Tips on resume crafting


Human resource (HR) recruiters don’t spend more than a few moments looking at a resume. Since they typically receive a lot of resumes for the same position, most people’s resumes end up in the recycling bin. While I’m all for being green, if you want to be sure to keep your resume out of the recycling bin then you may need a perfect resume. Luckily this column is all about crafting that perfect resume.

The problem with the perfect resume is that it is as elusive as finding Bigfoot riding a unicorn. Now before you go out to pick up a grocery store tabloid with the latest Bigfoot sightings, let’s talk about why creating the perfect resume is difficult and some uncommon advice to help you create the best resume possible.

There are three main reasons why it is difficult to create a perfect resume. First, you can’t change your experience. As a result, you may not be the perfect fit for jobs that require different or more experience than you have. The reality is the ingredients for your resume recipe are fixed. You can only change the garnishes and the presentation, which I consider to be the wording and format of your resume.

Second, resume formats vary dramatically by profession and industry. A perfect sales resume will look different from a perfect consulting resume and a perfect resume created for the movie industry will be different than for the medical industry. Lastly, everyone has their own personal preferences. Even for the same industry and role, what one person may consider a perfect resume will be seen by another person as not very good at all.

The lesson here is that a resume should be used to qualify you for an interview. The difference between a perfect and great resume is not in the result you get, but the cost of the extra time and hassle of trying to make a perfect resume. I suggest that rather than customizing your resume in detail for every job, you create a more versatile resume that will get you an interview for your particular role or industry. Any resume that gets you an interview has done its job.

Consider that in 1543, Copernicus published a book stating that the Earth was not the centre of the universe. Sadly, this implies that the universe does not revolve around the Earth and thus the world does not revolve around you or your resume. Since the resume is requested by the employer, by supplying them a resume they become a customer.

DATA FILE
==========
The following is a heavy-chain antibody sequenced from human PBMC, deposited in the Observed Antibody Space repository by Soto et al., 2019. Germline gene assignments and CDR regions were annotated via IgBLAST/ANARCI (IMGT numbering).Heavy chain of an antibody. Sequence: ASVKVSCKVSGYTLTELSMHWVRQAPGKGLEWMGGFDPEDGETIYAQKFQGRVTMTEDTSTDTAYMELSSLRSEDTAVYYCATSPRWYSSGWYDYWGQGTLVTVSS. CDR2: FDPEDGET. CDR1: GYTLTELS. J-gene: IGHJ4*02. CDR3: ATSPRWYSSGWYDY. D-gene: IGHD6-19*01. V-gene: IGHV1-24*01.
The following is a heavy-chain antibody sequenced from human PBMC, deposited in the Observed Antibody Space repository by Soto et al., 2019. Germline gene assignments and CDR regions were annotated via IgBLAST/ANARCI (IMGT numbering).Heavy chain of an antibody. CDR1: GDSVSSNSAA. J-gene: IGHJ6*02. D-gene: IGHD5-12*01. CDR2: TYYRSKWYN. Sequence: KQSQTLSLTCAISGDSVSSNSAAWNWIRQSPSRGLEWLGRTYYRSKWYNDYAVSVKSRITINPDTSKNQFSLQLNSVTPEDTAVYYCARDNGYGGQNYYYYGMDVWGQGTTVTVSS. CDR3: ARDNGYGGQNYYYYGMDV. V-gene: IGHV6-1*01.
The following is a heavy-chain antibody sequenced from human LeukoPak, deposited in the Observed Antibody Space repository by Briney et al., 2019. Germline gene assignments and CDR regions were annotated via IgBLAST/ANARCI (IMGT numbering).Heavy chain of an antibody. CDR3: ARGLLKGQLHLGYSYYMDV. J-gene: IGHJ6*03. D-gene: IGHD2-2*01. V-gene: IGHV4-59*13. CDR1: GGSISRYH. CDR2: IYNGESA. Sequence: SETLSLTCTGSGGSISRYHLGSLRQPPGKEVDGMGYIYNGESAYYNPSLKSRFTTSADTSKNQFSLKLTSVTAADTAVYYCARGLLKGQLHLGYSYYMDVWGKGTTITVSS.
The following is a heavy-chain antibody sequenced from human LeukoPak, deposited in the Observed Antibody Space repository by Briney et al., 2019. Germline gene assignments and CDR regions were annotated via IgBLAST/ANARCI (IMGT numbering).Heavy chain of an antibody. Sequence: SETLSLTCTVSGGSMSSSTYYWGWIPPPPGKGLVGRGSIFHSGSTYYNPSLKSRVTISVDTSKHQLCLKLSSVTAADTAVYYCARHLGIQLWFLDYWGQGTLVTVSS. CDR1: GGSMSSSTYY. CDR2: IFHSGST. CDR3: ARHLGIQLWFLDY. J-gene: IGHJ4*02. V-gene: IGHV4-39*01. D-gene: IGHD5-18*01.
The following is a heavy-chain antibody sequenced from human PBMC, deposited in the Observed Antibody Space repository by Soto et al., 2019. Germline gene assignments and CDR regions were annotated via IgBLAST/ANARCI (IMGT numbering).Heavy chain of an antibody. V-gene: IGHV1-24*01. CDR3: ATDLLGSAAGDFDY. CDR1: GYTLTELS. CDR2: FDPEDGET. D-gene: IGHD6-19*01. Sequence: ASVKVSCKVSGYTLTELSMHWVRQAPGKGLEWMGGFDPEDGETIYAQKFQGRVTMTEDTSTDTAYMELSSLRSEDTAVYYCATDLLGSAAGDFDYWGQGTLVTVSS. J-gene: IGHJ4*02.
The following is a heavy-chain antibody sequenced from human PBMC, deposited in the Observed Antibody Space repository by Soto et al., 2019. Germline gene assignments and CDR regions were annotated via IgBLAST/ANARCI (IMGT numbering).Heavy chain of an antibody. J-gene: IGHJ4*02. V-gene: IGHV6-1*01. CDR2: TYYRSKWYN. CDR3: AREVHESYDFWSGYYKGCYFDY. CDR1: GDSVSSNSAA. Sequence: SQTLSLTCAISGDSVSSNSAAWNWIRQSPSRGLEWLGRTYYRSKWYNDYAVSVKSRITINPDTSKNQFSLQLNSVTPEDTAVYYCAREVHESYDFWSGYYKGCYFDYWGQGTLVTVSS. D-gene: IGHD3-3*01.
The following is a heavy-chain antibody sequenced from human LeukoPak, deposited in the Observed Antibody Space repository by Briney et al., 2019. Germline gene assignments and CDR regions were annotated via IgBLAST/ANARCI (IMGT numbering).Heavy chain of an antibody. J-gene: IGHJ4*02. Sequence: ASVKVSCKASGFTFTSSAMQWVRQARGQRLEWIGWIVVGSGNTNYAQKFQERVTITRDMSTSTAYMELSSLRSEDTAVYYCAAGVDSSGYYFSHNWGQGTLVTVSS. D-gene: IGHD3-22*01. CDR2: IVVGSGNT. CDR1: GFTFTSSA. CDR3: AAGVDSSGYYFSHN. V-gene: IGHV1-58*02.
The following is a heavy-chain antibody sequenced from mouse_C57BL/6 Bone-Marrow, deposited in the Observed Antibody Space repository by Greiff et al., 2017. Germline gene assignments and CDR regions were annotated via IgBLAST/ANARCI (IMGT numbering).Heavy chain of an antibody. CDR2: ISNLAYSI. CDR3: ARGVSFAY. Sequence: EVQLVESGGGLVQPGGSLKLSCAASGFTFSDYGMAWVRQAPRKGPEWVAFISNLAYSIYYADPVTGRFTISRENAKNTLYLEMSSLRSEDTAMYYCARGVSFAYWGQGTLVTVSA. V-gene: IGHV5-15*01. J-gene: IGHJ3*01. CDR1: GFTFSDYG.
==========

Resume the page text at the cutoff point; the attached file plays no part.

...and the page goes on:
Not giving an employer what they asked for is like someone ordering a small fries at McDonalds and receiving a supersized BigMac combo with a kids’ toy thrown in for fun. While the BigMac combo may be more filling and comes with a shiny new toy, it is not what the customer wants. This same principle applies to resumes. High school awards and your passion for reading don’t add value to your employer so don’t include them. It’s not about what you want to have in your resume, it’s about what the employer wants you to have in it.

When you do update your resume, ensure every bullet begins with a strong action word. The first word should pack a punch like the ones from the old Batman TV series. Remember not to use the same action words too often. Also, if you use the track changes feature in MS Word remember to clear all the changes and comments.

I have had resumes come to me with draft comments and it was really embarrassing to read. Obviously that person did not get the job. Finally as a best practice, always send your resume as a .pdf file. This is professional and ensures what you see is what they get. This also helps keep a static copy of your completed resume for reference purposes.

Alim Maherali is the President and Founder of Alim Consulting International and speaks regularly on various career related topics. Alim holds an Honours Bachelor of Business Administration (BBA) from WLU and an Honours Bachelor of Mathematics (BMath) from UW.

For more tips and to get detailed advice on how to write an effective resume check out

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